Genetic Testing and Consult Requirements

    Determining who is eligible for cancer predisposition gene testing based on personal history rather than FH allows one to better estimate testing and resource requirements. To exemplify this, we considered the UK outcome of implementing the mainstream testing model with the MCG or MCGplus criteria. Approximately 55 000 breast cancer cases and 7000 ovarian cancer cases are diagnosed in the United Kingdom each year. We estimate that approximately 20 000 individuals would be eligible for testing using the MCG criteria and approximately 25 000 would be eligible using the MCGplus criteria (eTable 6 in the Supplement). These numbers would lead to the identification of 2000 (MCG) or 2500 (MCGplus) BRCA mutations each year, given the mutation detection rate of approximately 10%. Approximately 12% of ovarian cancer and 3% of breast cancer diagnoses occur in BRCA mutation carriers, which is 2500 per year (840 ovarian cancers and 1650 breast cancers).2,3 Hence, using the MCGplus criteria theoretically allows one to identify all of the BRCA mutations in patients with breast cancer through testing of only a third of the patients. Using the mainstream access model also leads to substantial reduction in testing time and genetic consultation requirements (eFigure 3 in the Supplement). In the traditional access model, everyone has input from the genetics department before and after testing; thus, 50 000 consultations would be required if the MCGplus criteria were used. In the mainstream model, the discussions before and after the test are undertaken by the cancer team during existing appointments. The 2500 BRCA mutation-positive individuals additionally have a genetics department appointment—a 95% reduction in genetic consultation requirements. The posttest cancer and genetic management for the BRCA mutation-positive individuals and their relatives is the same in both models (eFigure 3 in the Supplement). The mainstream access model also results in approximately 85% (4 vs 25 weeks in the United Kingdom) reduction in time to test result, compared with the traditional access model (eFigure 3 in the Supplement).

    Discussion

    In this study of 1184 individuals, we estimate that simple, cancer-based criteria may identify patients with breast cancer eligible for genetic testing at an approximate 10% BRCA mutation rate threshold. Our results are supported by data from 2294 patients from a retrospective UK study of familial breast cancer and 2575 patients from a prospective Malaysian study of unselected breast cancer.

    Integrating these results with our equivalent study in ovarian cancer leads to 5 simple MCG criteria that can be used to determine which patients with breast or ovarian cancer should be offered genetic testing. The simplicity of the criteria makes it possible to readily and consistently determine who is eligible for testing. In turn, a mainstream testing model may be used whereby the cancer team directly performs testing instead of referring patients to the genetics department. Patients and cancer team members expressed satisfaction in this process, and it also appears to be time- and cost-efficient. In particular, mainstream testing reduces genetic consultation requirements by approximately 95%, as only the 10% mutation-positive individuals have genetic input after the test, compared with the traditional model in which all patients have genetic input before and after testing. It is recognized that, in most countries, a shortage of genetic counselors precludes offering pretest and posttest counseling to all eligible patients with cancer in a timely fashion.40,41 This limitation has led to ad hoc, nonvalidated testing without genetic counseling.41 With the cost of testing decreasing and the therapeutic implications of testing increasing, it is inevitable that testing without prior genetic counselor input will expand. Furthermore, tumor (somatic) genetic testing, which is initiated by the cancer team, is rapidly expanding and it is likely that germline and tumor genetic testing will converge over the next 5 years. We therefore believe it is preferable to explicitly institute germline genetic testing by the cancer team in close collaboration with the genetics department, as we have done herein. This cooperation ensures that the cancer team will give appropriate information before testing and that patients will receive genetic input when required. It is reassuring that we, and others, have found that patients with cancer are supportive of this testing model.29-34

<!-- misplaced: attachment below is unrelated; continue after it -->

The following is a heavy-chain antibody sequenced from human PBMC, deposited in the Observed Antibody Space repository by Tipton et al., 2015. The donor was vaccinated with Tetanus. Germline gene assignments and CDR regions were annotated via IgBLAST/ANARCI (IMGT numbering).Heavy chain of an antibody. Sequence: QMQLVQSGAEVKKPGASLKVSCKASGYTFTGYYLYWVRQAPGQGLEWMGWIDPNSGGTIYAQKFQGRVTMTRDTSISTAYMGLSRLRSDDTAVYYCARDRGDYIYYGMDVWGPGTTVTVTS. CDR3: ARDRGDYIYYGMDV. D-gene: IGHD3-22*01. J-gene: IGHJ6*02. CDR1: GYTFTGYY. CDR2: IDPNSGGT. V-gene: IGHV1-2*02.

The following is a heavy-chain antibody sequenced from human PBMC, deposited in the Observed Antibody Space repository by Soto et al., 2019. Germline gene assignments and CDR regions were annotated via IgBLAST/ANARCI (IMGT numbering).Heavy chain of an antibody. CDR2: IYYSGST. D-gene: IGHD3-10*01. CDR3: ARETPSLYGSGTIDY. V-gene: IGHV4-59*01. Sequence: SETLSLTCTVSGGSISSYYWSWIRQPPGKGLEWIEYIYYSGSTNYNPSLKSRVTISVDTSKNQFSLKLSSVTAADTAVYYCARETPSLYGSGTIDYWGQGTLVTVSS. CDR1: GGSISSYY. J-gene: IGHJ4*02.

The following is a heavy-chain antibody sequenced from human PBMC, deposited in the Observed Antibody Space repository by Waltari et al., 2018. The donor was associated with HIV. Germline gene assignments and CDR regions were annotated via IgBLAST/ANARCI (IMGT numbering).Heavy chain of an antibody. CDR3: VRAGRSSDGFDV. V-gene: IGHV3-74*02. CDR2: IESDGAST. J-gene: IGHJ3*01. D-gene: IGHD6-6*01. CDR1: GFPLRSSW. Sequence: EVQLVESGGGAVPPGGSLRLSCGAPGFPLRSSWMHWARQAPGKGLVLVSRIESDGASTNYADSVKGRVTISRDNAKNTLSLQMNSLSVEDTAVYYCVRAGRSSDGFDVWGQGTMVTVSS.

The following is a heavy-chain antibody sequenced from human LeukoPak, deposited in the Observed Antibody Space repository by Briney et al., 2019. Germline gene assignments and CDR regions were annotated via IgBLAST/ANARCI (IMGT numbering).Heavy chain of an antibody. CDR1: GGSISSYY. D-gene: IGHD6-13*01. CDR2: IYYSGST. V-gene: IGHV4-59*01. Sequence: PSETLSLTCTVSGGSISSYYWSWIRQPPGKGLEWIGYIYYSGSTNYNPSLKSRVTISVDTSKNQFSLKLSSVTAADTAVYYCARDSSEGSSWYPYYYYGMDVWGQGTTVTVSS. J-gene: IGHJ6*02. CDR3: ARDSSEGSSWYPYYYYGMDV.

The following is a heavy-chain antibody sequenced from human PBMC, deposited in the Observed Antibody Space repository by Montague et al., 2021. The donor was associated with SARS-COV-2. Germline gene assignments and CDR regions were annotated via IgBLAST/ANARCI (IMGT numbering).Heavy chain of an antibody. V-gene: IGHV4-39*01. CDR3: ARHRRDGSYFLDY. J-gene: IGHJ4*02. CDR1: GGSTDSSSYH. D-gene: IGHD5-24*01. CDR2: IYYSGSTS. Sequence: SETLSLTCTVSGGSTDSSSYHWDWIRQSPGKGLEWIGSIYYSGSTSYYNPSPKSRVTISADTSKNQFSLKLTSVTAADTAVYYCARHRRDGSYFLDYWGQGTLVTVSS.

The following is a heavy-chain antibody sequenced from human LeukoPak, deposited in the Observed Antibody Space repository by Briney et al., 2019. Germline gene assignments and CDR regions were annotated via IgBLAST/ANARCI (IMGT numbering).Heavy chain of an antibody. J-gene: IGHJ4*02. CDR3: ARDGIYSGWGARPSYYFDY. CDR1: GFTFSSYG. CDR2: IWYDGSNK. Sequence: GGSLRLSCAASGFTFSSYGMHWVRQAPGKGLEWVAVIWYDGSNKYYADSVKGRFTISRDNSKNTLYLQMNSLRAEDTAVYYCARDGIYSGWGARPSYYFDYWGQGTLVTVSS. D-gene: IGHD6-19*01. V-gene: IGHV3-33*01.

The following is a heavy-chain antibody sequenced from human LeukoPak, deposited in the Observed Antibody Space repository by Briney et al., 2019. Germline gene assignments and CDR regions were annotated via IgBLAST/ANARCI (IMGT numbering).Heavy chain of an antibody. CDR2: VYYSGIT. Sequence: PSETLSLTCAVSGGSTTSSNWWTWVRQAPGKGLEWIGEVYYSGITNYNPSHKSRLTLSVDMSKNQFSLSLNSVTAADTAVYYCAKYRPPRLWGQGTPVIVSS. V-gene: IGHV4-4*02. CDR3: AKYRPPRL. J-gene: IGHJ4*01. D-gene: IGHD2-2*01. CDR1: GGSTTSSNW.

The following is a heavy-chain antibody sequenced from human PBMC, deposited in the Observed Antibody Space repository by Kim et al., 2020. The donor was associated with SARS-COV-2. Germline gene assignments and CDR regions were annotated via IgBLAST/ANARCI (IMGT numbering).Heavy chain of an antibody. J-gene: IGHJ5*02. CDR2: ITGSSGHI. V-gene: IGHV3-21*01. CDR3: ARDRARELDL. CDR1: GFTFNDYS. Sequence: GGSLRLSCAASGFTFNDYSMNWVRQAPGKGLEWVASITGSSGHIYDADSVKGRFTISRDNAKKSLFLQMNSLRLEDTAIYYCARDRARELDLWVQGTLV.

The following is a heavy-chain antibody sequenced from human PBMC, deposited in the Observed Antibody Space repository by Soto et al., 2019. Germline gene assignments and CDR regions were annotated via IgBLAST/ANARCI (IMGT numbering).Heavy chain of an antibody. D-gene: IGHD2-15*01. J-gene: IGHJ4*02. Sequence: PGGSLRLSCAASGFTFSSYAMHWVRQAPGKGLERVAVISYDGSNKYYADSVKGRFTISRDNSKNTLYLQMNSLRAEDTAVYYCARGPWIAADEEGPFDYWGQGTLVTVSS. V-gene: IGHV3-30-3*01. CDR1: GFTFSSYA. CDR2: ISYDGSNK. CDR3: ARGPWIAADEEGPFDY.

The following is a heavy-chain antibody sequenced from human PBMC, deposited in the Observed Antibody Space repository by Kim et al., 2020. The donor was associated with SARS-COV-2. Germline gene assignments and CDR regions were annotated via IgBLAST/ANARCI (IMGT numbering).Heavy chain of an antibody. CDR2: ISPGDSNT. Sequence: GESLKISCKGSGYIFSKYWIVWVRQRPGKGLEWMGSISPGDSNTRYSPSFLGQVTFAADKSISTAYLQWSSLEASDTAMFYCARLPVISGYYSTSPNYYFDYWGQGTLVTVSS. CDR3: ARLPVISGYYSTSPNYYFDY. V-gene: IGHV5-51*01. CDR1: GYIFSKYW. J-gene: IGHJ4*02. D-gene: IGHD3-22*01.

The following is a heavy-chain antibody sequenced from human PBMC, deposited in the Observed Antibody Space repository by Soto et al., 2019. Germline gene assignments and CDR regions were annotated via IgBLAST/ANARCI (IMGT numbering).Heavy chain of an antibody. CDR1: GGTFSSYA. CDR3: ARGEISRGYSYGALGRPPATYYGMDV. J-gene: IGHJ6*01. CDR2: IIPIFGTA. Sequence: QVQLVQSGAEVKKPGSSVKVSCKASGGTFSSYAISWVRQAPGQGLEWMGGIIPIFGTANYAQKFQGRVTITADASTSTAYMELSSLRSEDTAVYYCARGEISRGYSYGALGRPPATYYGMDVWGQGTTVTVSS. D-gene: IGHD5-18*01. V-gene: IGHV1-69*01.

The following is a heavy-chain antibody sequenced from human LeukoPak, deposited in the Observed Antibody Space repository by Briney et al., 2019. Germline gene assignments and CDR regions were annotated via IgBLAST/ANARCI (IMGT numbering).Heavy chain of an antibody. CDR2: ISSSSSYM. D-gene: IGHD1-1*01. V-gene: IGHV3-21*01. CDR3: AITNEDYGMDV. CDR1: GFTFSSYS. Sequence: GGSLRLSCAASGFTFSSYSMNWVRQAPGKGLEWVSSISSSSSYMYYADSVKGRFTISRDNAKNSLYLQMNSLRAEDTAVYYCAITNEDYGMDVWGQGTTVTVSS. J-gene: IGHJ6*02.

The cancer-based criteria performed better than the FH-based MSS and BOADICEA, both of which would have missed more than 50% of the mutations. This finding is consistent with other studies showing that FH is a suboptimal selection method for identifying patients with cancer who have BRCA mutations.23,24,29 The mutation rate of patients in the FH series who met FH-based criteria but did not meet MCG-breast criteria was only 5.5%. This low level is to be expected; it is inevitable that the mutation rate of FH-based criteria will be reduced if one excludes patients eligible through their cancer status. Historically, such evaluations have taken the reverse approach; they have evaluated the mutation rate in patients with cancer not eligible by FH-based criteria.12 Given that cancer-based criteria are easier and faster to use, we believe prioritizing cancer-based criteria and adding FH-based criteria, if required, is the preferable approach. Moreover, 151 of 182 patients (83.0%) in the FH series had a relative eligible for testing by the MCG criteria, including all of the mutation-positive individuals. This finding suggests that systematic deployment of the MCG criteria would, in time, detect almost all of the mutations currently identified by FH-based criteria as well as many mutations that FH-based criteria miss. Cancer-based criteria also make it easier to estimate and evaluate testing service requirements and performance than when using FH-based criteria, as we demonstrate for the United Kingdom. Use of the cancer-based criteria should facilitate the improvement in BRCA testing delivery that many studies have shown is required.14-26